History, Narrative, and the Body

Want to read a great big chunk of formal prose? Of course you do! This is an excerpt from the introduction to my dissertation, which is called Depth Perception. Here, I attempt to explain why anyone would write (or care) about medical films.

Photograph of a man, with a diagram of a large intestine superimposed
From Jacob Sarnoff's The Human Body in Pictures (1927)

When we picture the human body, what do we see? The answer is less obvious than it might seem, and it depends a great deal on whom one asks. We might care about this question because the answer suggests that seeing the body is not a simple matter of opening our eyes. Making the body coherent — arranging its parts in logical, comprehensible sequences of cause and effect — requires complex sets of cognitive operations. The complexity of these procedures should give us pause: if visualizing something as “universal” as the human body is so complicated, perhaps the body is not so universal or so self-evident as we’ve thought. Nor is the body so immediately comprehensible; indeed, bending the body into coherence takes deliberate, continuous effort. The body, I argue, has a tendency to fall into disarray. It is only by telling stories about our bodies that we can make the pieces cohere.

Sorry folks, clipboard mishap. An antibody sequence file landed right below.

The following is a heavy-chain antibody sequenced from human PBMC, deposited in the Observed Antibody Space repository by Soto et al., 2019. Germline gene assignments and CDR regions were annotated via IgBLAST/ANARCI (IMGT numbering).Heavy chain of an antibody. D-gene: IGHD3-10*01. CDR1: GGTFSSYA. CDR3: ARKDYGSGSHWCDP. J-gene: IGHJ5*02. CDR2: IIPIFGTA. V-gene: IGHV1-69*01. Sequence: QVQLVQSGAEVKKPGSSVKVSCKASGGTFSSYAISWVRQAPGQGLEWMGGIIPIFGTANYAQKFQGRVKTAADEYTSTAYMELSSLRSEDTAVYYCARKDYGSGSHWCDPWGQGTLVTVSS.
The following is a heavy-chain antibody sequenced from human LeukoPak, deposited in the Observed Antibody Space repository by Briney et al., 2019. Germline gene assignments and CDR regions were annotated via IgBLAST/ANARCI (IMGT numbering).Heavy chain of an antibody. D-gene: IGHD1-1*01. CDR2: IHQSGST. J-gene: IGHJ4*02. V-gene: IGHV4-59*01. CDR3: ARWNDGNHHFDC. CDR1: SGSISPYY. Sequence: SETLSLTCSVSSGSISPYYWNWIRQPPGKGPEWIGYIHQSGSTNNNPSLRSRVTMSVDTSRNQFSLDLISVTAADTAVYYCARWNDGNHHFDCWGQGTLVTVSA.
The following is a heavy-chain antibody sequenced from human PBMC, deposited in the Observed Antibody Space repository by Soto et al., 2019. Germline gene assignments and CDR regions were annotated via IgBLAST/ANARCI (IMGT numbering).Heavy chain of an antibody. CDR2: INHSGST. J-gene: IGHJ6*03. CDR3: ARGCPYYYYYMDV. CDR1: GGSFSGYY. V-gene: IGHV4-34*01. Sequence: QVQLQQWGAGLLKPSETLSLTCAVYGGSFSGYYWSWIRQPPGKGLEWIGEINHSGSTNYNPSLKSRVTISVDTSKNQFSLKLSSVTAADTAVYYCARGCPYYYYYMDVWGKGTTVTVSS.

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Yale’s Film Studies “canon”

Yale’s Film Studies program is old-school in certain ways, and one of those ways is that we have an exam at the end of our Ph.D. program to test our knowledge of various essential films and film scholarship. We students have nicknamed it the “canon exam,” although it seems as though the professors avoid calling it that.

I was remembering how, the summer before I started grad school, I wondered what films I should watch to make myself conversant with other film students. I think I just ended up checking out every Criterion Collection movie I could find.

I thought you might be interested to see what we’re drilled on, and I don’t think the canon exam is a private affair (quite the opposite, actually, since it exists in part to assure prospective employers that we’ll be up to speed on the canon). So I’m posting the film list below. I’ll post the reading list later. [Update: here’s the reading list.]

As to the politics of a “canon,” or the wisdom of these particular choices … well, I’ll save that for another post. Suffice it to say that I don’t think this is a bad list, though it’s missing a lot of my favorite movies. (And the movies it does contain are so somber!)

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